FOR IMMEDIATE RELEASE | February 24, 2015
Contact: Lakshmi Sridaran
SAALT applauds the United States Citizenship and Immigration Services (USCIS) and the Department of Homeland Security (DHS) for announcing this morning that DHS will extend work authorization, effective May 26, 2015, to some H‑4 dependent spouses of H‑1B visa holders who are seeking employment-based lawful permanent resident (LPR) status. An estimated 179,600 H‑4 dependent spouses will be eligible to apply for employment authorization in the first year of implementation, and an estimated 55,000 H‑4 spouses will be eligible to apply in subsequent years.
Not all H‑4 dependent spouses will be eligible to work under the new rule. Eligible individuals include certain H‑4 dependent spouses of H‑1B nonimmigrants who:
- Are the principal beneficiaries of an approved Form I-140, Immigrant Petition for Alien Worker; or
- Have been granted H‑1B status under sections 106(a) and (b) of the American Competitiveness in the Twenty-first Century Act of 2000 as amended by the 21st Century Department of Justice Appropriations Authorization Act. The Act permits H‑1B nonimmigrants seeking lawful permanent residence to work and remain in the United States beyond the six-year limit on their H‑1B status.
Numerous South Asians enter the U.S. through the H‑1B visa program, and figures from the State Department show that approximately 76% of those who received H‑4 status in 2013 were from South Asian countries. Many H‑4 dependent spouses have found themselves to be involuntary homemakers upon their arrival to the U.S., which not only impacts their family income and sustainability, but also diminishes their ability to expand upon professional skills.
SAALT has called on USCIS to allow all employment authorization for all H‑4 visa holders, as H‑1B workers and their families are most successful when H‑4 visa holders have the ability to contribute to their household income and our economy, and pursue their goals. Today’s announcement is a welcomed first-step that will dramatically help some families in the U.S., but the success of H‑1B workers, their families, and our nation’s economic growth is limited when only some H‑4 visa holders are eligible for work authorization.
With the opening of the White House Summit on the Countering Violent Extremism (CVE) program this week, SAALT continues to stand in opposition to this program. CVE is centered around the problematic concept of requiring Muslim individuals, institutions, and community organizations to question, spy, and report members of their own community for alleged terrorist activity. It is also based on the dominant and flawed narrative of violence and terrorism being patently attached to Islam, which is inaccurate and divisive. This narrative is especially troubling in the face of growing hate violence in this country targeted at Muslims, those perceived to be Muslim, and communities of color at large. SAALT documented many of these incidents, including those that are underreported or ignored in mainstream media, in our recent report Under Suspicion, Under Attack and many more have been in the news in just the last few months. The execution-style murder of three Muslim students in Chapel Hill, North Carolina, is the latest in these egregious attacks on Muslims in the United States. It is time to have a richer and deeper discussion on the breadth of violent extremism in this country, one that honors the slew of victims of domestic extremism.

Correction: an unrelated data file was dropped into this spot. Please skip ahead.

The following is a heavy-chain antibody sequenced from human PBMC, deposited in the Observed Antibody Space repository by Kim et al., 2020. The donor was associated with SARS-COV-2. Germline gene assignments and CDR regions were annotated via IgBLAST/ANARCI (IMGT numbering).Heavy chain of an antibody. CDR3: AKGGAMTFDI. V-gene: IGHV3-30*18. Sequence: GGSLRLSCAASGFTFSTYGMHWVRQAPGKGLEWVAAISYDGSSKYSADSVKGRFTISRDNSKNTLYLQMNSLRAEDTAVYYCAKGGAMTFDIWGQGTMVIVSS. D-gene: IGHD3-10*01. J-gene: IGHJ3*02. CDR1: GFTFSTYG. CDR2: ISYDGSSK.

For immediate release | February 17, 2015
SAALT stands firmly against the misguided U.S. District Court Judge’s ruling to award a temporary injunction on the expanded DACA and DAPA programs. We continue to stand with immigrants who deserve the right to stop living in second-class status, attend college, work above the table for fair wages, and be reunited with their families. Even though there have been previous attempts to derail the President’s critical executive actions on immigration, including the Department of Homeland Security (DHS) funding bill with amendments that attempt to defund the programs, it is more important now than ever that the programs are implemented. While attempts to stop implementation of the President’s executive actions are largely symbolic and hold no merit—and we are confident the Department of Justice will successfully appeal the injunction in the 5th Circuit Court of Appeals—implementation of the expanded DACA and DAPA programs will now be delayed. Millions stand to benefit from expanded DACA and DAPA, including approximately 40 percent of the over 500,000 undocumented South Asians. President Obama is fully within his legal authority to implement his executive actions on immigration, and it is essential that these programs be permitted to proceed, especially due to Congress’ failure to act on immigration.
February 4, 2015
President Obama will be meeting with DREAMers today at the White House, including South Asian DREAMer and DRUM — South Asian Organizing Center Operations & Communications Coordinator Rishi Singh. You may remember Rishi from SAALT’s DACA Stories campaign, where he discussed the impact that DACA has had on his life:
“Prior to receiving DACA, I faced daily barriers of finding employment that pays a livable wage. I was forced to take jobs in construction or catering, where I was paid under the table and often under-compensated for my work. Having DACA status has given me access to better jobs so that I can pay for school. It has also motivated me to be a more vocal activist for undocumented youth in this country and connected me to groups like DRUM-South Asian Organizing Center, which has given me a place to discover community, find my voice, and join in advocacy efforts for undocumented youth, including immigration reform.”
To read more stories about how DACA has made a positive impact in the lives of South Asians, please click here.